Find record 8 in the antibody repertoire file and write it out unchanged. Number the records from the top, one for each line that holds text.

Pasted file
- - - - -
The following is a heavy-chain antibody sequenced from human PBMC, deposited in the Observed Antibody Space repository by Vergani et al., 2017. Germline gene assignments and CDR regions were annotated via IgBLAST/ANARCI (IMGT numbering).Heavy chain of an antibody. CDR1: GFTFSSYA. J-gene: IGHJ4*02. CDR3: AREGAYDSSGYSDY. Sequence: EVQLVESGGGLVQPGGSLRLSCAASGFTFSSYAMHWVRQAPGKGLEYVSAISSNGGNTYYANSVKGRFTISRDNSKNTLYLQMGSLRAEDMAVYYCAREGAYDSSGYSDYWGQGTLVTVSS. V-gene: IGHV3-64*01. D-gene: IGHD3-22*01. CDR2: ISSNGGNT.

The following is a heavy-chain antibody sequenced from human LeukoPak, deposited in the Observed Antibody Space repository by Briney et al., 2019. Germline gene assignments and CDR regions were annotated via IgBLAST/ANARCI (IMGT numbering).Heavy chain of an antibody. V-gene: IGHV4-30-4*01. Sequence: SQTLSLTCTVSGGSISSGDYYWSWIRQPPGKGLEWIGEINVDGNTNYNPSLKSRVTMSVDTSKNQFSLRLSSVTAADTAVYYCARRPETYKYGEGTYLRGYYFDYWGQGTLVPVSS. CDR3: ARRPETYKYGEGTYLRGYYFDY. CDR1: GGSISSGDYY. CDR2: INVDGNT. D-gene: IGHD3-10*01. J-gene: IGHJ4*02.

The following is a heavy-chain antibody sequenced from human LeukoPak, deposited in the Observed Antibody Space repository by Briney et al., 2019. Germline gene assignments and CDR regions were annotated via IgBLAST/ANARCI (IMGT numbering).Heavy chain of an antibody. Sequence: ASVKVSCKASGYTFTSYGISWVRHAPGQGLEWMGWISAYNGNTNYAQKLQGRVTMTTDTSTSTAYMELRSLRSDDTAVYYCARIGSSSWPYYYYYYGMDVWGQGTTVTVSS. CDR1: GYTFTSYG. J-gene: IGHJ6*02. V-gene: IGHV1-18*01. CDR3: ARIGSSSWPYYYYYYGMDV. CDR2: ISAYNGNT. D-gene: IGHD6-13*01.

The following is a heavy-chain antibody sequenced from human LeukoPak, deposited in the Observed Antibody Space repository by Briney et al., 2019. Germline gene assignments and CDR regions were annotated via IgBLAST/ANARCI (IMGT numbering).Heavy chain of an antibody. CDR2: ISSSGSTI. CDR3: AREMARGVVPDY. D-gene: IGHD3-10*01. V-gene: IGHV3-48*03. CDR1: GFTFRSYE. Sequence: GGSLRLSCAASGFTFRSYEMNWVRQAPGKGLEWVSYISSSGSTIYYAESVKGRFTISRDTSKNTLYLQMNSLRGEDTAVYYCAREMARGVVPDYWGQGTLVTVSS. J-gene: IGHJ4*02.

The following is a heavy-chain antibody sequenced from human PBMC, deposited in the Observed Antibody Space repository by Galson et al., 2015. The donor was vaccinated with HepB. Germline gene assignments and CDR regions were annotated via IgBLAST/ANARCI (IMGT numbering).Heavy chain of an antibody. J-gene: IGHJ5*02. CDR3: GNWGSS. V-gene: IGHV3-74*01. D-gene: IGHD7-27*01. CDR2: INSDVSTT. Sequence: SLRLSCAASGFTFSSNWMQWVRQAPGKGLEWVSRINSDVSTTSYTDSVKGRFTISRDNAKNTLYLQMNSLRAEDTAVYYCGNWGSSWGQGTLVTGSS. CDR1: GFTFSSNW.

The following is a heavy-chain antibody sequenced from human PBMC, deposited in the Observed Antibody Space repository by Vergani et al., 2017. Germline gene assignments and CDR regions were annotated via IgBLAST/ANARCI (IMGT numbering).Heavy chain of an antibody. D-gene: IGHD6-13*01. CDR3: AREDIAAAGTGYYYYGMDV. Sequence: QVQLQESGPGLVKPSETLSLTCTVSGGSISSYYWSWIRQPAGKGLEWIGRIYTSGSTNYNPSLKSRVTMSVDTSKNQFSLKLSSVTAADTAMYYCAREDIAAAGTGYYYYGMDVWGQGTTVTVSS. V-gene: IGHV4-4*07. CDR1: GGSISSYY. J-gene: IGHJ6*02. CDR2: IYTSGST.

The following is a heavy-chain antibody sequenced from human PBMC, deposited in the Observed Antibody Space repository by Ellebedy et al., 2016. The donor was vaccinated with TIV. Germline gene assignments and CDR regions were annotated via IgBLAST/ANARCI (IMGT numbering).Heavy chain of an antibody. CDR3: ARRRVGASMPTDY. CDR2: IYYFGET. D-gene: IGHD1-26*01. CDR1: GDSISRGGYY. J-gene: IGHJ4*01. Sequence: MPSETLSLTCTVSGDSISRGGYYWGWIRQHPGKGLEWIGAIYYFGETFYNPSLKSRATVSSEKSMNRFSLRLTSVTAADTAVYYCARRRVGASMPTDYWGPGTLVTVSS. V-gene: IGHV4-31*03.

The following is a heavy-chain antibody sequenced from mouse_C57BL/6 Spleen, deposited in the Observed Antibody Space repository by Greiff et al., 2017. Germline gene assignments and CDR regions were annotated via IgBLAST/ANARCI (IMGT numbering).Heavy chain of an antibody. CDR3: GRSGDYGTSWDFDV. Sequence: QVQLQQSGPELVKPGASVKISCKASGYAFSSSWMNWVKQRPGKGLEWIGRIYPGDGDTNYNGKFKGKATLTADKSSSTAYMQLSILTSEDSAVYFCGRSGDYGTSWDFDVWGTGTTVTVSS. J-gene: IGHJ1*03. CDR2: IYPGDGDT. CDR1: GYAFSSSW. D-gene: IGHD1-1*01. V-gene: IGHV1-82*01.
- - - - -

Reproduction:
The following is a heavy-chain antibody sequenced from mouse_C57BL/6 Spleen, deposited in the Observed Antibody Space repository by Greiff et al., 2017. Germline gene assignments and CDR regions were annotated via IgBLAST/ANARCI (IMGT numbering).Heavy chain of an antibody. CDR3: GRSGDYGTSWDFDV. Sequence: QVQLQQSGPELVKPGASVKISCKASGYAFSSSWMNWVKQRPGKGLEWIGRIYPGDGDTNYNGKFKGKATLTADKSSSTAYMQLSILTSEDSAVYFCGRSGDYGTSWDFDVWGTGTTVTVSS. J-gene: IGHJ1*03. CDR2: IYPGDGDT. CDR1: GYAFSSSW. D-gene: IGHD1-1*01. V-gene: IGHV1-82*01.